Restaurant Development & Design

JUL-AUG 2018

restaurant development + design is a user-driven resource for restaurant professionals charged with building new locations and remodeling existing units.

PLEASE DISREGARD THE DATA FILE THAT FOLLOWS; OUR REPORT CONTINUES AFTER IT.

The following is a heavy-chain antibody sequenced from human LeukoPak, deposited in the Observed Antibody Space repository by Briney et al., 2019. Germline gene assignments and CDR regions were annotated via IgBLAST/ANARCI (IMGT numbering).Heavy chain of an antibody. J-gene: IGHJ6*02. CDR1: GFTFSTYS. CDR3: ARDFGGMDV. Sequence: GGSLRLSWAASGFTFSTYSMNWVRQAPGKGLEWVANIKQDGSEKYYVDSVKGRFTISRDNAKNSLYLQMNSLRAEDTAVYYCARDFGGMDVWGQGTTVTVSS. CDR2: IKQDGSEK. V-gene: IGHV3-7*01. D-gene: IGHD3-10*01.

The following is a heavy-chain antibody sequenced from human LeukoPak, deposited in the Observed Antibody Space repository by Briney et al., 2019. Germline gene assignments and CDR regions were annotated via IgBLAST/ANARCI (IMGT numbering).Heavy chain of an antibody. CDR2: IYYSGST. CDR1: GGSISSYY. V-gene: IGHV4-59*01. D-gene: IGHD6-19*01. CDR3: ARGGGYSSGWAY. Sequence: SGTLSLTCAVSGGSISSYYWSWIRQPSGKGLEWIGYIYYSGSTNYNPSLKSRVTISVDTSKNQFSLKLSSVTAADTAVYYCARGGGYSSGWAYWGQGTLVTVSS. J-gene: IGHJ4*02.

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5 4 • r e s t a u r a n t d e v e l o p m e n t + d e s i g n • J U L Y / A U G U S T 2 0 1 8 make sure we're not looking at either side in a vacuum. There has to be a balance." Most projects at WD kick off with a "rather large information request," adds Jennifer Baxter, senior productivity engi- neer at the firm. "Our team, in particu- lar, loves data," she says. "Part of what we ask for when working with existing brands is quantitative, transaction-level data. When we can get that for a set of stores for a year or more, we can roll it up in a number of different ways that help us understand different aspects of space planning design that might be important. A lot of clients think in terms of annual sales, which is great for the pro forma and understanding what busi- ness metrics they need to hit. But when we have corresponding transaction-level POS data, we get insights into things like what peak periods look like, for example, and party size and seating type most used. We can plan literally all of the resources within a specific location to make sure that what is needed from a customer experience, operations and business perspective are designed into that location." FRCH's Depp agrees that providing basic data on things such as party size to the design team is important. When not available, or in cases where the POS system doesn't capture it, the team conducts observational research in the field to get it. "Occasionally, a client will come to us with the mindset that they're just looking for the creative side, the design side," Depp says. "There can be an educational process for them to understand why we're asking for more technical, quantitative data for things like seating plans. Sometimes they think they know what they want, but the data suggests a different direction is called for. We've seen situations where clients wanted banquettes around the perimeter and four-tops in the center. We've had clients who wanted to do all six-tops, when analysis of POS data shows a lot of smaller party sizes coming in. That's concrete, important information that we can design to." When working with clients to create new brand experiences, FRCH follows a three-phase approach to research: inform, inspire and validate. Kelsey Chessey, senior brand strategist, notes that quanti- tative and, in particular, qualitative data gathered at each phase is critical to shap- ing successful brand experiences. "In terms of driving informing design, qualitative data is more impor- tant than ever in this marketplace," Chessey says. "That's where you get to human insights and figuring out how brands connect with real people on a deeper, longer-term level. Part of the reason that we've seen a shift towards brands using this type of data to drive design is that they're realizing that those human connections create a longer-term competitive advantage. They can help them better understand who they are as a brand, how they can fit into the marketplace and offer something unique. Social media is a particularly rich source for gathering this type of data." Dawn Arcieri, senior interior de- signer at Gensler's Houston office, agrees that a wide variety of research needs to inform every restaurant project but says it's often limited-service chains that are most tuned in to the need for it. In those instances, she says, it's usually all about creating a great guest experience while at the same time getting people through the line faster. "In that regard, we look for a lot of different data points," Arcieri says. "For instance, how long are the wait times? How are people moving through the space? Are people coming in in groups? How large and where is the queue posi- tioned, and is it cumbersome for diners? If we're able to get solid, data-based answers to those questions, whether via sensors or video or other observational research, we can tweak the design to make it better. Most operators, however, haven't yet started to drill down into that type of data." MEETS IN DATA-DRIVEN ART ALGORITHM DESIGNS The interior design of fast-casual Holler & Dash is a mix of art and algorithm.

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